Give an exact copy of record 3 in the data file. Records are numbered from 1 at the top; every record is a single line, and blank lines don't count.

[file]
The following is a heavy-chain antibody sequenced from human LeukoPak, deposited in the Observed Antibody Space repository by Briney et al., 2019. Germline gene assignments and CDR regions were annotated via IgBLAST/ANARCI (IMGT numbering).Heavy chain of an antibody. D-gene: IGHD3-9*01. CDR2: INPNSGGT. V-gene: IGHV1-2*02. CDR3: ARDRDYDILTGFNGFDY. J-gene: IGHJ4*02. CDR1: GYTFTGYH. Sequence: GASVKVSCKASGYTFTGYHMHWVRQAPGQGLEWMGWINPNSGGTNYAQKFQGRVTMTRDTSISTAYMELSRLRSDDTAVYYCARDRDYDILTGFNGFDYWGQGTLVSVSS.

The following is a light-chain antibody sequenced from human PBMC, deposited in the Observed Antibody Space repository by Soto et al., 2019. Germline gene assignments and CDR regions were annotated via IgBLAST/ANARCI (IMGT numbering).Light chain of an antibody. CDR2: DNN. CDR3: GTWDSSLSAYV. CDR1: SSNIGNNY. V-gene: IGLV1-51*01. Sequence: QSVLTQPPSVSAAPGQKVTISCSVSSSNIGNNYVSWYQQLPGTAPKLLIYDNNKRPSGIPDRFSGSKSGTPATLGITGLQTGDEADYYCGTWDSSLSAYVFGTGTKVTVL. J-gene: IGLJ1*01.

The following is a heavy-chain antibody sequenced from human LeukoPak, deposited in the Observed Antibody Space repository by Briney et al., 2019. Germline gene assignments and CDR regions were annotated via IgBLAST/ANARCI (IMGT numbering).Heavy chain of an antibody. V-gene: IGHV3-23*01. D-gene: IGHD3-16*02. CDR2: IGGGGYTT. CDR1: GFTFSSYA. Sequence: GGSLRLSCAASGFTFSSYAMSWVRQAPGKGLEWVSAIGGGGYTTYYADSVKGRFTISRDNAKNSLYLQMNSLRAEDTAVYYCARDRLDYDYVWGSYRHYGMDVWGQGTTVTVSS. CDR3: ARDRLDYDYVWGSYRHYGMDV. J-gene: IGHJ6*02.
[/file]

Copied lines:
The following is a heavy-chain antibody sequenced from human LeukoPak, deposited in the Observed Antibody Space repository by Briney et al., 2019. Germline gene assignments and CDR regions were annotated via IgBLAST/ANARCI (IMGT numbering).Heavy chain of an antibody. V-gene: IGHV3-23*01. D-gene: IGHD3-16*02. CDR2: IGGGGYTT. CDR1: GFTFSSYA. Sequence: GGSLRLSCAASGFTFSSYAMSWVRQAPGKGLEWVSAIGGGGYTTYYADSVKGRFTISRDNAKNSLYLQMNSLRAEDTAVYYCARDRLDYDYVWGSYRHYGMDVWGQGTTVTVSS. CDR3: ARDRLDYDYVWGSYRHYGMDV. J-gene: IGHJ6*02.